Giant pulsations on the afternoonside: Geostationary satellite and ground observations

TitleGiant pulsations on the afternoonside: Geostationary satellite and ground observations
Publication TypeJournal Article
Year of Publication2015
AuthorsMotoba, T, Takahashi, K, Rodriguez, JV, Russell, CT
JournalJournal of Geophysical Research: Space Physics
Volume120
Issue10
Pagination8350 - 8367
Date Published10/2015
Keywordsgiant pulsations; ground-space conjunction; wave-particle interactions
AbstractGiant pulsations (Pgs) are a special class of oscillations recognized in ground magnetometer records as exhibiting highly regular sinusoidal waveforms in the east-west component with periods around 100s. Previous statistical studies showed that Pgs occur almost exclusively on the morningside with peak occurrence in the postmidnight sector. In this paper, we present observations of Pgs extending to the afternoonside, using data from the GOES13 and 15 geostationary satellites and multiple ground magnetometers located in North America. For a long-lasting event on 29 February 2012, which spanned ∼08–18h magnetic local time, we show that basic Pg properties did not change with the local time, although the period of the pulsations was longer at later local time due to increasing mass loading. There is evidence that the Pgs resulted from fundamental poloidal mode standing Alfvén waves, both on the morning and afternoonsides. Oscillations of energetic particles associated with the field oscillations exhibited an energy-dependent phase, which has previously been reported and explained by drift resonance. A statistical analysis of the ground magnetic field data (L = 3.8–7.4) covering 2008–2013 confirms that afternoon Pgs are not unusual. We identified a total of 105 Pg events (about 70% (30%) of the events occurred during non-storm (late storm recovery) periods), 31 of which occurred on the afternoonside. The afternoon Pgs occur under solar wind and geomagnetic conditions that are similar to the morning Pgs, but the afternoon Pgs tend to have short durations and occur frequently in winter instead of around spring and fall equinoxes that are favored by the morning Pgs.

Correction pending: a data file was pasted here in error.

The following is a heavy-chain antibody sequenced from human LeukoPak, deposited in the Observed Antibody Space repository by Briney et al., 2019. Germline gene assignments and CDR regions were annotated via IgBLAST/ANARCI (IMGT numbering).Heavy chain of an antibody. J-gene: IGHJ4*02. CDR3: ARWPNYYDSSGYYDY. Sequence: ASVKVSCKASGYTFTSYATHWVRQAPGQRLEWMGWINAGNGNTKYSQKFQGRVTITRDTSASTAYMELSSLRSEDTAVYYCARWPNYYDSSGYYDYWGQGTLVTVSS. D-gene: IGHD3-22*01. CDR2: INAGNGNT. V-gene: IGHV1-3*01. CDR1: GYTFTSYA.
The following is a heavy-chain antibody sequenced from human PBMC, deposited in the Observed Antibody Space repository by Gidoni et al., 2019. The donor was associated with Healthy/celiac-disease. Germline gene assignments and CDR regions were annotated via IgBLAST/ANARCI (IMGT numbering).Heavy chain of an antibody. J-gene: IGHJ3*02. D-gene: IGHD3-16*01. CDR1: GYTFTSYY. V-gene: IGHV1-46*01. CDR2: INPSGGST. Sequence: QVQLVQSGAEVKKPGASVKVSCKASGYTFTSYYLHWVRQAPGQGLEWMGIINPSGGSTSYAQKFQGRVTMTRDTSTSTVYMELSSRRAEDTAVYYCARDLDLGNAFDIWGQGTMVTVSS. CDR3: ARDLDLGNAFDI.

URLhttp://doi.wiley.com/10.1002/2015JA021592http://api.wiley.com/onlinelibrary/tdm/v1/articles/10.1002%2F2015JA021592
DOI10.1002/2015JA021592
Short TitleJ. Geophys. Res. Space Physics


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